Posted April 25th, 2016 by Tyler Irving

Flipping the classroom: How the CEIE will enrich engineering education

  • Technology enhanced active learning (TEAL) rooms like this prototype in the Sandford Fleming Building encourage students to learn from each other by working collaboratively on problems. (Photo: Neil Ta)

The learning spaces in the Centre for Engineering Innovation & Entrepreneurship (CEIE) — U of T Engineering’s newest building, opening in 2017 — are designed to turn traditional teaching methods upside down.

Micah Stickel, Chair of First Year for the Faculty of Applied Science & Engineering, is an award-winning educator and an advocate of what’s known as the “flipped” or “inverted” classroom approach. “What we would normally have done in class — present new information to students — is done outside of class,” he says. “On the other hand, exercises that students traditionally would do outside of class are now done in class.”

Working collaboratively helps students engage more with the material. It also enables them to use their peers, professors, and TAs as resources, reducing the chance that they will get stuck on a particular concept or problem. Stickel sees the role of the professor as a facilitator of experiences, rather than simply a provider of information.

The inverted classroom experience will be part of the very fabric of the CEIE, built directly into its Technology Enhanced Active Learning (TEAL) rooms. TEAL rooms complement other CEIE facilities that enhance engineering experiential learning, including prototyping facilities, design/meet rooms and dedicated space for students clubs. This focus on immersive engineering design spans all years of the undergraduate curriculum, from first-year design courses Engineering Strategies & Practice and Praxis, to capstone courses and PEY internships with leading companies worldwide.

Rather than sitting in rows, students in the CEIE’s TEAL rooms face each other in groups of four to six people. Screens located throughout the room ensure that each student can see information presented by the professor. Screens also allow students to share individual or group work with the class at large. “Ultimately it’s designed to make lecture a more interactive, engaging experience,” says Stickel.

This motif of interactivity and participation is repeated on a larger scale in the CEIE’s state-of-the-art lecture theatre. There, students will be seated at tables fitted with microphones and audio-visual inputs that allow them to send content to the large screen and powerful speakers at the front of the room. Depending on the class, they could send anything from snippets of code to streaming online video.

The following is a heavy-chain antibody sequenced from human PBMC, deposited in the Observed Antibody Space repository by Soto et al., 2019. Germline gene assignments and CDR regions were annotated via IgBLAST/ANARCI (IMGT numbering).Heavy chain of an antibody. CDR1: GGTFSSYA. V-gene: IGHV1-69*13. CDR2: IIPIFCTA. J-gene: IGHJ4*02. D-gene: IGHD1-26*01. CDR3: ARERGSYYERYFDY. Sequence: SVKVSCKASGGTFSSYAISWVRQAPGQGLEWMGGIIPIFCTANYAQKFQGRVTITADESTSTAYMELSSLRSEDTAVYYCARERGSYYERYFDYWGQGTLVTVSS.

This state-of-the-art auditorium in the Centre for Engineering Innovation & Entrepreneurship is designed to allow students to work collaboratively in groups and share their findings with the entire class. (Image: Montgomery Sisam Architects Inc. and Feilden Clegg Bradley Studios)

This state-of-the-art auditorium in the Centre for Engineering Innovation & Entrepreneurship is designed to allow students to work collaboratively in groups and share their findings with the entire class. (Image: Montgomery Sisam Architects Inc. and Feilden Clegg Bradley Studios)

The CEIE is also equipped to support engineering design courses as never before. On the fourth floor, design/meet rooms surround a light fabrication facility where students can build prototypes out of plastic, metal or wood. “I’m expecting we’ll see a really active flow of students from the design/meet spaces into the light fabrication space and back again,” says Stickel. “You’ll see them go through the process of coming up with an idea, building it, iterating it and then building it again.”

Even out of class, students will use the CEIE to enhance their educational experience, whether they are hitting the books in the study space on the fifth floor or participating in teams, clubs and music groups, which will have space on the lower level.

“Everything in here is about creating really amazing, dynamic experiences that will serve our graduates well during their degrees and afterward,” says Stickel. “It’s really a student-centric space.”